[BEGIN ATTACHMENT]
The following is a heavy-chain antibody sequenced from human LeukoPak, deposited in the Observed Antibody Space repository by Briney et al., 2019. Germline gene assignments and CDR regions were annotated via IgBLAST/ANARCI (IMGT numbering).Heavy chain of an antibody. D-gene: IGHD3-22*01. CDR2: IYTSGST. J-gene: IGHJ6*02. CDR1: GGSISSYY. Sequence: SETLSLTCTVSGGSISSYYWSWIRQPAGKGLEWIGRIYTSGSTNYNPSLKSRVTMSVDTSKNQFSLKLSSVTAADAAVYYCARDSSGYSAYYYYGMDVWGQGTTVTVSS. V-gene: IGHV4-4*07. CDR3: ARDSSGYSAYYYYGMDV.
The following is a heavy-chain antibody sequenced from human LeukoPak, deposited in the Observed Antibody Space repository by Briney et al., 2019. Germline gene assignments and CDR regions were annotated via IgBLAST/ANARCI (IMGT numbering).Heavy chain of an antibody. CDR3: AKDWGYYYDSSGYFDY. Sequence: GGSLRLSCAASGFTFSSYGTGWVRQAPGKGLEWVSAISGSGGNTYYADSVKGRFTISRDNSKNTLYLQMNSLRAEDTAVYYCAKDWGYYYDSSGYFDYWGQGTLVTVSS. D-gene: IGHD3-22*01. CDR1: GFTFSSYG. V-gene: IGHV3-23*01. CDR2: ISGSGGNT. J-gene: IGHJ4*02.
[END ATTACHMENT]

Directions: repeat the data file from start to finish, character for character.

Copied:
The following is a heavy-chain antibody sequenced from human LeukoPak, deposited in the Observed Antibody Space repository by Briney et al., 2019. Germline gene assignments and CDR regions were annotated via IgBLAST/ANARCI (IMGT numbering).Heavy chain of an antibody. D-gene: IGHD3-22*01. CDR2: IYTSGST. J-gene: IGHJ6*02. CDR1: GGSISSYY. Sequence: SETLSLTCTVSGGSISSYYWSWIRQPAGKGLEWIGRIYTSGSTNYNPSLKSRVTMSVDTSKNQFSLKLSSVTAADAAVYYCARDSSGYSAYYYYGMDVWGQGTTVTVSS. V-gene: IGHV4-4*07. CDR3: ARDSSGYSAYYYYGMDV.
The following is a heavy-chain antibody sequenced from human LeukoPak, deposited in the Observed Antibody Space repository by Briney et al., 2019. Germline gene assignments and CDR regions were annotated via IgBLAST/ANARCI (IMGT numbering).Heavy chain of an antibody. CDR3: AKDWGYYYDSSGYFDY. Sequence: GGSLRLSCAASGFTFSSYGTGWVRQAPGKGLEWVSAISGSGGNTYYADSVKGRFTISRDNSKNTLYLQMNSLRAEDTAVYYCAKDWGYYYDSSGYFDYWGQGTLVTVSS. D-gene: IGHD3-22*01. CDR1: GFTFSSYG. V-gene: IGHV3-23*01. CDR2: ISGSGGNT. J-gene: IGHJ4*02.